As most population health providers know, diabetes guidelines tend to focus on shorter-term or "intermediate" outcomes, such as average blood sugar levels or A1c levels. That's because these short-term measures are surrogates for "long term" outcomes, such as blindness and kidney disease.
Two inconvenient facts have complicated the focus on intermediate outcomes:
1) Once a threshold has been achieved, lower short-term blood glucose control doesn't necessarily lead to better long term outcomes;
2) The side effects of drugs - that otherwise work quite well at achieving short-term blood glucose control - may outweigh any long-term advantages.
And now a just-published research study from JAMA raises the possibility that insulin has additional long-term side-effects.
According to diabetes mellitus treatment guidelines from organizations like the American Diabetes Association, the first medication option for Type 2 diabetes should be metformin. If that doesn't work, the ADA suggests that there are several options for a second drug, including one of several sulfonylureas (glyburide, glipizide or glimepiride) or insulin.
Sulfonylureas are pills, but have a reputation for not leading to the same level of diabetes control as insulin. Unfortunately, while it's a more potent means of blood glucose control, insulin has to be injected.
Further details on the methodology are below.* Basically, Veterans Affairs electronic records were "mined" to find thousands of persons with diabetes who were using metformin and then had to start either insulin or a sulfonylurea. Propensity scoring was then used to create two otherwise similar cohorts of patients and neutralize the impact of the diabetes control and disease burden.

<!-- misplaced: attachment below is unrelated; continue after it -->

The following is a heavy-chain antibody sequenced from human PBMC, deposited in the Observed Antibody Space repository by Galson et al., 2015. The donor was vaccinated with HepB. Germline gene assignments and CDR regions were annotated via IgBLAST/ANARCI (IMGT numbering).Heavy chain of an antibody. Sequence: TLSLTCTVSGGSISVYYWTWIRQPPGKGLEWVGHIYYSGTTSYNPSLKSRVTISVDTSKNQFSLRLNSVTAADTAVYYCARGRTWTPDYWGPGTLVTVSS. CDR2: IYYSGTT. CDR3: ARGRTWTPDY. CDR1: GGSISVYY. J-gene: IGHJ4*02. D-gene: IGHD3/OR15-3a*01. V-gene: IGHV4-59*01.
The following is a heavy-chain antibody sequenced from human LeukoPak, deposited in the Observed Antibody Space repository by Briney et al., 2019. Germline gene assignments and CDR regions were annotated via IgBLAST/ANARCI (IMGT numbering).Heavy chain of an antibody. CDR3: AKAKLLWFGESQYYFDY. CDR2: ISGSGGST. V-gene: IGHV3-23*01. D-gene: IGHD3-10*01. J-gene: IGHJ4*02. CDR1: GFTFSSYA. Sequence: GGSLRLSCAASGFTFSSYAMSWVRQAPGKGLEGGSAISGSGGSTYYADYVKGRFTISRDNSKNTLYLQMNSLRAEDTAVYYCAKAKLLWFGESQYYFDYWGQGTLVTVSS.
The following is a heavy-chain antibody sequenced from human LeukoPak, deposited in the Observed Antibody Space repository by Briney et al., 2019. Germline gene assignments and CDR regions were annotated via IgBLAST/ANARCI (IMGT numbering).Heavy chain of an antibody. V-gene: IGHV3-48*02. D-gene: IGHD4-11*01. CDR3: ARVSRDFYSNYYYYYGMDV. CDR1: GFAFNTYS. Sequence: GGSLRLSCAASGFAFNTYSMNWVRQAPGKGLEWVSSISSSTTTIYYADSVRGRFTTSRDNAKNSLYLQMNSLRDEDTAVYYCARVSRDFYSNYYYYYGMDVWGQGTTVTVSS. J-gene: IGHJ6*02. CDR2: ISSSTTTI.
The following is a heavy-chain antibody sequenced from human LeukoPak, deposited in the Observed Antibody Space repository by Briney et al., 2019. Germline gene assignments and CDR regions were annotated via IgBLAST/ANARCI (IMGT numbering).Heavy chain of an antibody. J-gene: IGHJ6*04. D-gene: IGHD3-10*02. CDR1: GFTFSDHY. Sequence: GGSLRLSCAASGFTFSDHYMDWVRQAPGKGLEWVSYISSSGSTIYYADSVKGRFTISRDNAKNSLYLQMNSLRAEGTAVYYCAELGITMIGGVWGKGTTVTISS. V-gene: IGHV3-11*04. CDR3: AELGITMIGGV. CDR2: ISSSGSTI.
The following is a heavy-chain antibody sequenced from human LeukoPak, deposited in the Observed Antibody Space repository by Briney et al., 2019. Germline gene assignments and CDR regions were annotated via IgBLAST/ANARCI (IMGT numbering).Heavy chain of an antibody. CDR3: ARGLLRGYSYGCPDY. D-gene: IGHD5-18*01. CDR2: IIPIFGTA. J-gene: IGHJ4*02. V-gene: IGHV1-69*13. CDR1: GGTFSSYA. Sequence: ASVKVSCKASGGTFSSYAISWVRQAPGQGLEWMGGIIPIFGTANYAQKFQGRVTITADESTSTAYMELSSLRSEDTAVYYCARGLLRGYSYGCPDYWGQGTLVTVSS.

2436 patients on metformin and insulin were compared to 12,180 patients on metformin and a sulfonylurea.
After a median of 50 months of observation, the risk of a heart atttack, stroke or death from all causes was 43 per 1000 person-years in the insulin group vs. 33 in the sulfonylurea group. That difference was statistically significant. When deaths alone were examined, there was likewise an increased number in the insulin group (34 per 1000 person years) vs. the sulfonylurea group (23 per 100 person years).
The Population Health Blog's take:
This study raises the possibility that, among persons with diabetes on metformin, insulin is associated with an increased absolute risk of about 1 per 100 person years (10 per thousand person years, or one person out of a hundred persons followed for one year) of heart attack, stroke or death vs. the sulfonylurea pill. Yikes.
Before we ban insulin in this population, however, the PHB is reminded that this was an observational study. As an accompanying editorial points out, propensity scoring is not perfect and other unmeasured and confounding factors in the population could be biasing the results. Short of a randomized clinical trial, there are other databases that could be mined the same way. That includes those of the population health vendors, who also have a stake in risk stratification and long-term follow-up.
In the course of coaching persons with diabetes on metformin who are considering insulin, the additional risk of heart attack, stroke or death should be raised. While the study above isn't perfect, the possibility is something that health care consumers need to weigh.
Veterans 18 years and older who.....
1) were followed for at least two years with provider visits every 6 months,
2) who had been placed on metformin and regularly used it between 2001 and 2008,
3) had one year of records prior to the first prescription for metformin and
4) were not on dialysis or in hospice
Once a vet filled a prescription for either insulin (long acting, premixed or short/long acting) or a sulfonylurea (glyburide, glipizide or glimepiride) and continued it for 6 months, their records became eligible for the study. Patient records were excluded if there was no follow-up for six months, if the meformin was stopped for 3 months or a third diabetic drug was prescribed.
52% (approximately 92,000) of the 178,000 vets on metformin did not use another medicine. Most were men (95%) and white (70%). 2948 were started on insulin and 39,990 started a sulfonylurea. The persons placed on insulin had, on average, worse diabetes control (A1c 8.5% vs. 7.5%) and a higher disease burden.